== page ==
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Articles 1 - 5 of 5

Full-Text Articles in Law

Confronting The Limits Of The First Amendment: A Proactive Approach For Media Defendants Facing Liability Abroad, Michelle A. Wyant May 2008

Confronting The Limits Of The First Amendment: A Proactive Approach For Media Defendants Facing Liability Abroad, Michelle A. Wyant

San Diego International Law Journal

This Article confronts the limits this issue imposes on the First Amendment in four parts. Part I described the potential for conflicting defamation laws and forum shopping to undermine the American media's speech protections in the context of the Internet and global publications and outlines the Article's overall method of analysis. Part II first orients these conflicting defamation laws with respect to their development from the common law. It then frames them in terms of the underlying structural and policy differences that have produced their substantive divergence. This frame provides the analytical perspective through which this Article examines ...


The Multiplication Of International Jurisdictions And The Integrity Of International Law, Luis Barrionuevo Arevalo Jan 2008

The Multiplication Of International Jurisdictions And The Integrity Of International Law, Luis Barrionuevo Arevalo

ILSA Journal of International & Comparative Law

While the multiplication of international courts shows the vitality and versatility of international law, it can also create serious problems for its unity and coherence and ultimately lead to its fragmentation.


China's Courts: Restricted Reform, Benjamin L. Liebman Jan 2008

China's Courts: Restricted Reform, Benjamin L. Liebman

Faculty Scholarship

This essay examines the development of China's courts over the past decade. Although court caseloads have increased only modestly, courts have engaged in significant reforms designed to raise the quality of their work. Yet such top-down reforms have been largely technical, and are not designed to alter the power of China's courts. Courts have also encountered new challenges, including rising populist pressures, which may undermine both court authority and popular confidence. The most important changes in China's courts have come from the ground up: some local courts have engaged in significant innovation, and horizontal interaction among judges ...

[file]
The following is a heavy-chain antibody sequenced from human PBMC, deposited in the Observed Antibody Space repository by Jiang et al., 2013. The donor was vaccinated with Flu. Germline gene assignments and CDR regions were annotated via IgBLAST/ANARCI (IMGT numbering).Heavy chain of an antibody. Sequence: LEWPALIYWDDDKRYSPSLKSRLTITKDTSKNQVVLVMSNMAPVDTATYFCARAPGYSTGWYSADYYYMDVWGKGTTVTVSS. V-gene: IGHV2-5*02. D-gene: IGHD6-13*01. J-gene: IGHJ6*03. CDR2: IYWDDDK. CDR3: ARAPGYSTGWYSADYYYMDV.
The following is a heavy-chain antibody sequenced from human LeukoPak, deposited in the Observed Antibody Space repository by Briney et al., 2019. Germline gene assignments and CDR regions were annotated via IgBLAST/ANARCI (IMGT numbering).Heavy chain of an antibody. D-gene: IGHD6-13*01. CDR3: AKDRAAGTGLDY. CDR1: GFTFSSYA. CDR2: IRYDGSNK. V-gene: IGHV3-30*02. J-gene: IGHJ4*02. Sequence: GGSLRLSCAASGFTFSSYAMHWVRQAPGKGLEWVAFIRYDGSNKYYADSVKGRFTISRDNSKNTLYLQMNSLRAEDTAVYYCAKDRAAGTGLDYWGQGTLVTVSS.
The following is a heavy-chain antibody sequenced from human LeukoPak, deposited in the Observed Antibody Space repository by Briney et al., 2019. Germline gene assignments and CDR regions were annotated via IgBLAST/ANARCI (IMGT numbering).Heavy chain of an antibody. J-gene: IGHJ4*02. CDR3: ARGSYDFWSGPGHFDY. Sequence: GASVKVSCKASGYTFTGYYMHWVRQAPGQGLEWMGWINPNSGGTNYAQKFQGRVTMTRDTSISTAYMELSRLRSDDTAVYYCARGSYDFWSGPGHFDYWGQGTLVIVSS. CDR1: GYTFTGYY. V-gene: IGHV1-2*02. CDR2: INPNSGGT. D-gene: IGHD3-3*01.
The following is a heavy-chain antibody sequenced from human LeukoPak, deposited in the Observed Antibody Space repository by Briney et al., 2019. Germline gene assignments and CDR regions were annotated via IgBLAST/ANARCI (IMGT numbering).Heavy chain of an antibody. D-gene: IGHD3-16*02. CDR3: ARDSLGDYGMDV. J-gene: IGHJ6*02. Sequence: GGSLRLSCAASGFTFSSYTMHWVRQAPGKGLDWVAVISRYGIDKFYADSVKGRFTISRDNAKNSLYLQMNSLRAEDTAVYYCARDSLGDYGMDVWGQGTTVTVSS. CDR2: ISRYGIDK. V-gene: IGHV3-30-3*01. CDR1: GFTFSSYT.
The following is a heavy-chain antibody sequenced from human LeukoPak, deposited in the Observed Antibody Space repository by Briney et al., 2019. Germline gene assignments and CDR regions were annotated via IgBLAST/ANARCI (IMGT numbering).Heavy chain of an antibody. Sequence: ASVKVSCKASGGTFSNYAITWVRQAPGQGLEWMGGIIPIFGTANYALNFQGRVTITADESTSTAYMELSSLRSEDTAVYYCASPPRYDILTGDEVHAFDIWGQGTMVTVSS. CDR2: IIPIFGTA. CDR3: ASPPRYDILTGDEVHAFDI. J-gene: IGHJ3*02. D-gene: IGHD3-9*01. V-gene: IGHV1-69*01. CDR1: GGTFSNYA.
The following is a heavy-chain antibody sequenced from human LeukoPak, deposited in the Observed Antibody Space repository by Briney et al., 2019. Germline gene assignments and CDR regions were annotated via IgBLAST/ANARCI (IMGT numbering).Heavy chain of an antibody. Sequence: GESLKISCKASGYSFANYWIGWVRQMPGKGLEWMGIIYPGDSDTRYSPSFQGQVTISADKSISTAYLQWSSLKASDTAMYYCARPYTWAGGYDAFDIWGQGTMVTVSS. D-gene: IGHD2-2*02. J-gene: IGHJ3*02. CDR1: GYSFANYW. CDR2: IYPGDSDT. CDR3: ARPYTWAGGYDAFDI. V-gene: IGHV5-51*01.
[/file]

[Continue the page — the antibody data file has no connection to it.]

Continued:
Lower Courts And Constitutional Comparativism, Roger P. Alford Jan 2008

Lower Courts And Constitutional Comparativism, Roger P. Alford

Journal Articles

The issue of constitutional comparativism has been a topic of significant commentary in recent years. However, there is one aspect of this subject that has been almost completely ignored by scholars: the reception, or lack thereof, of constitutional comparativism by state and lower federal courts. While the Supreme Court's enthusiasm for constitutional comparativism has waxed and now waned, lower state and federal courts have remained resolutely agnostic about this new movement. This is of tremendous practical significance because over ninety-nine percent of all cases are resolved by lower state and federal courts. Accordingly, if the lower courts eschew constitutional ...


Guilty Pleas Or Trials: Which Does The Barrister Prefer?, Peter W. Tague Jan 2008

Guilty Pleas Or Trials: Which Does The Barrister Prefer?, Peter W. Tague

Georgetown Law Faculty Publications and Other Works

Barristers in England and attorneys in the United States have been upbraided for pursuing their interests to their clients' detriment in recommending guilty pleas over trials. While this accusation against American attorneys could be true since their incentives are sometimes skewed to favor guilty pleas, it is not accurate with respect to barristers in England. This is because the latter’s selfish incentives--to maximize income and avoid sanction--incline them to prefer trials over guilty pleas. In Melbourne and Sydney, barristers have never been similarly accused. Indeed, the topic has not been studied. Based on interviews with legal professionals in those ...